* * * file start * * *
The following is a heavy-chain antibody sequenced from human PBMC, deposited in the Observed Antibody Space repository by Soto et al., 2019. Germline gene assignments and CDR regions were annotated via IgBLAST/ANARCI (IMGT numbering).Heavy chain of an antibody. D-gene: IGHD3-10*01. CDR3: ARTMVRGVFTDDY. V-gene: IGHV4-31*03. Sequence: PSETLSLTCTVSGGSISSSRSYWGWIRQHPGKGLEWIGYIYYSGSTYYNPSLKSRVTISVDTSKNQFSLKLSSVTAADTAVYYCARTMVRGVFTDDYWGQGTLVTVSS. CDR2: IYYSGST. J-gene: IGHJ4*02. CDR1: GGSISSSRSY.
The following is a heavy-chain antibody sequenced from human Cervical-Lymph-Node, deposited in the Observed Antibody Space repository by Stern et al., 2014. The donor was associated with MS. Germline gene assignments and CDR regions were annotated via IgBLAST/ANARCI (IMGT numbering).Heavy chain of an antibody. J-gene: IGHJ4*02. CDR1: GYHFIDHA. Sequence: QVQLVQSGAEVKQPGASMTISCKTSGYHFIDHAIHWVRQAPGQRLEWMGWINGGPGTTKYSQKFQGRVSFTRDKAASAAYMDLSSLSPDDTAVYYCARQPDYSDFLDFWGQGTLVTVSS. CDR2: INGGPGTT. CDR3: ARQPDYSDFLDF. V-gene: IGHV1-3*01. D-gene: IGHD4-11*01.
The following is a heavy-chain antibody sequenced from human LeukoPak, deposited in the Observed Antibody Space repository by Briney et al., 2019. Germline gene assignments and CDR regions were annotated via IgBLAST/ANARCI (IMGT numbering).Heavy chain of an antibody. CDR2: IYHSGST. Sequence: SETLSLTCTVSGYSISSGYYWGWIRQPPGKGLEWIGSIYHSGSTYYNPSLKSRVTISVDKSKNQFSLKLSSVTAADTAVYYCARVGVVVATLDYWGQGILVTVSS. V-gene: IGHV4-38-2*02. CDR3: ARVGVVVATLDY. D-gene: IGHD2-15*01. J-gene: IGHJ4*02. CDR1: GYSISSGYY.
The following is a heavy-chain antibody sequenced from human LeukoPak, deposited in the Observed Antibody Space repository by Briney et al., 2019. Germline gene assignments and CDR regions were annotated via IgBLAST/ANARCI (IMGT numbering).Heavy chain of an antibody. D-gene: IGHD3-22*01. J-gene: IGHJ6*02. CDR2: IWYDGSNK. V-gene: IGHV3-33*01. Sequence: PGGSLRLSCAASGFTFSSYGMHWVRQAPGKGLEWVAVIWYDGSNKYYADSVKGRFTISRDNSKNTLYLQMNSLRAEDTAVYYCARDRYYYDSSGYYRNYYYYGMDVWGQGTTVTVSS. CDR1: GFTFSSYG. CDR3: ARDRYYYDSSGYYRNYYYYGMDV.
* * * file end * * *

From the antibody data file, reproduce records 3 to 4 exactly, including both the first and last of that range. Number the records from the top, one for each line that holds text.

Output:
The following is a heavy-chain antibody sequenced from human LeukoPak, deposited in the Observed Antibody Space repository by Briney et al., 2019. Germline gene assignments and CDR regions were annotated via IgBLAST/ANARCI (IMGT numbering).Heavy chain of an antibody. CDR2: IYHSGST. Sequence: SETLSLTCTVSGYSISSGYYWGWIRQPPGKGLEWIGSIYHSGSTYYNPSLKSRVTISVDKSKNQFSLKLSSVTAADTAVYYCARVGVVVATLDYWGQGILVTVSS. V-gene: IGHV4-38-2*02. CDR3: ARVGVVVATLDY. D-gene: IGHD2-15*01. J-gene: IGHJ4*02. CDR1: GYSISSGYY.
The following is a heavy-chain antibody sequenced from human LeukoPak, deposited in the Observed Antibody Space repository by Briney et al., 2019. Germline gene assignments and CDR regions were annotated via IgBLAST/ANARCI (IMGT numbering).Heavy chain of an antibody. D-gene: IGHD3-22*01. J-gene: IGHJ6*02. CDR2: IWYDGSNK. V-gene: IGHV3-33*01. Sequence: PGGSLRLSCAASGFTFSSYGMHWVRQAPGKGLEWVAVIWYDGSNKYYADSVKGRFTISRDNSKNTLYLQMNSLRAEDTAVYYCARDRYYYDSSGYYRNYYYYGMDVWGQGTTVTVSS. CDR1: GFTFSSYG. CDR3: ARDRYYYDSSGYYRNYYYYGMDV.